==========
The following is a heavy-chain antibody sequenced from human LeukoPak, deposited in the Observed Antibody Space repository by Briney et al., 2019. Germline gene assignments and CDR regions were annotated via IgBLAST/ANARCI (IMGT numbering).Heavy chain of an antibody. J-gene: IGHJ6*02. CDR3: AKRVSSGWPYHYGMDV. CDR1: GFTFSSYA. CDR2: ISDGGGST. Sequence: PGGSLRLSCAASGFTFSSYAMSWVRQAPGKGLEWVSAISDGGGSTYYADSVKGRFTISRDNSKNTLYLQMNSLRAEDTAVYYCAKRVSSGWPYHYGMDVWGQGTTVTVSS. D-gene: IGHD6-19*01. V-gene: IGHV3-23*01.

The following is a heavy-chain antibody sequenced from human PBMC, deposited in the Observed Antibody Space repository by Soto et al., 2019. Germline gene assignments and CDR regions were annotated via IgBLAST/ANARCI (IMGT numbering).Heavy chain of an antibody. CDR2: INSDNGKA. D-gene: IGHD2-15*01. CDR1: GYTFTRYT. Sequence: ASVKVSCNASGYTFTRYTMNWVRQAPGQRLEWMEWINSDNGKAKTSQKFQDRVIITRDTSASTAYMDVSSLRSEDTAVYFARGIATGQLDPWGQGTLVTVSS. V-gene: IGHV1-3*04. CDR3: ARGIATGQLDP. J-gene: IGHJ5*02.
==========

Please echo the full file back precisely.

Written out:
The following is a heavy-chain antibody sequenced from human LeukoPak, deposited in the Observed Antibody Space repository by Briney et al., 2019. Germline gene assignments and CDR regions were annotated via IgBLAST/ANARCI (IMGT numbering).Heavy chain of an antibody. J-gene: IGHJ6*02. CDR3: AKRVSSGWPYHYGMDV. CDR1: GFTFSSYA. CDR2: ISDGGGST. Sequence: PGGSLRLSCAASGFTFSSYAMSWVRQAPGKGLEWVSAISDGGGSTYYADSVKGRFTISRDNSKNTLYLQMNSLRAEDTAVYYCAKRVSSGWPYHYGMDVWGQGTTVTVSS. D-gene: IGHD6-19*01. V-gene: IGHV3-23*01.

The following is a heavy-chain antibody sequenced from human PBMC, deposited in the Observed Antibody Space repository by Soto et al., 2019. Germline gene assignments and CDR regions were annotated via IgBLAST/ANARCI (IMGT numbering).Heavy chain of an antibody. CDR2: INSDNGKA. D-gene: IGHD2-15*01. CDR1: GYTFTRYT. Sequence: ASVKVSCNASGYTFTRYTMNWVRQAPGQRLEWMEWINSDNGKAKTSQKFQDRVIITRDTSASTAYMDVSSLRSEDTAVYFARGIATGQLDPWGQGTLVTVSS. V-gene: IGHV1-3*04. CDR3: ARGIATGQLDP. J-gene: IGHJ5*02.